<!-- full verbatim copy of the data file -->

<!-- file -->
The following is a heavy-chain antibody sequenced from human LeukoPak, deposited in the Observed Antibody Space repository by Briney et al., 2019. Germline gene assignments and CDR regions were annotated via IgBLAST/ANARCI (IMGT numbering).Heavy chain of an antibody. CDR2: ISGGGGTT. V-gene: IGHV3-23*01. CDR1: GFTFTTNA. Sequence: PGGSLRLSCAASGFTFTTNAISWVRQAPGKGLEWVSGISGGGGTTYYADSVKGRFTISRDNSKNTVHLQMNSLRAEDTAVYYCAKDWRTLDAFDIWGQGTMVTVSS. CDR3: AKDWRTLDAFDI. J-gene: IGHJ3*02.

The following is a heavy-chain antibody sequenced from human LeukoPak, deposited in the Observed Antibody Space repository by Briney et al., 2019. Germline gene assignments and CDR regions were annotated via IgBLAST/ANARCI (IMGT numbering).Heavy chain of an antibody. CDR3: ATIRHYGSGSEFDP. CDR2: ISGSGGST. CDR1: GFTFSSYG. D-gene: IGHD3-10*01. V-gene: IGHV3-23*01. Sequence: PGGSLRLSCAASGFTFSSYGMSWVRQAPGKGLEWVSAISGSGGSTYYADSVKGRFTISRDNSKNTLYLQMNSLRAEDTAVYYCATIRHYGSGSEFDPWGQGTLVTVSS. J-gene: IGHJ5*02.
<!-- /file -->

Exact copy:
The following is a heavy-chain antibody sequenced from human LeukoPak, deposited in the Observed Antibody Space repository by Briney et al., 2019. Germline gene assignments and CDR regions were annotated via IgBLAST/ANARCI (IMGT numbering).Heavy chain of an antibody. CDR2: ISGGGGTT. V-gene: IGHV3-23*01. CDR1: GFTFTTNA. Sequence: PGGSLRLSCAASGFTFTTNAISWVRQAPGKGLEWVSGISGGGGTTYYADSVKGRFTISRDNSKNTVHLQMNSLRAEDTAVYYCAKDWRTLDAFDIWGQGTMVTVSS. CDR3: AKDWRTLDAFDI. J-gene: IGHJ3*02.

The following is a heavy-chain antibody sequenced from human LeukoPak, deposited in the Observed Antibody Space repository by Briney et al., 2019. Germline gene assignments and CDR regions were annotated via IgBLAST/ANARCI (IMGT numbering).Heavy chain of an antibody. CDR3: ATIRHYGSGSEFDP. CDR2: ISGSGGST. CDR1: GFTFSSYG. D-gene: IGHD3-10*01. V-gene: IGHV3-23*01. Sequence: PGGSLRLSCAASGFTFSSYGMSWVRQAPGKGLEWVSAISGSGGSTYYADSVKGRFTISRDNSKNTLYLQMNSLRAEDTAVYYCATIRHYGSGSEFDPWGQGTLVTVSS. J-gene: IGHJ5*02.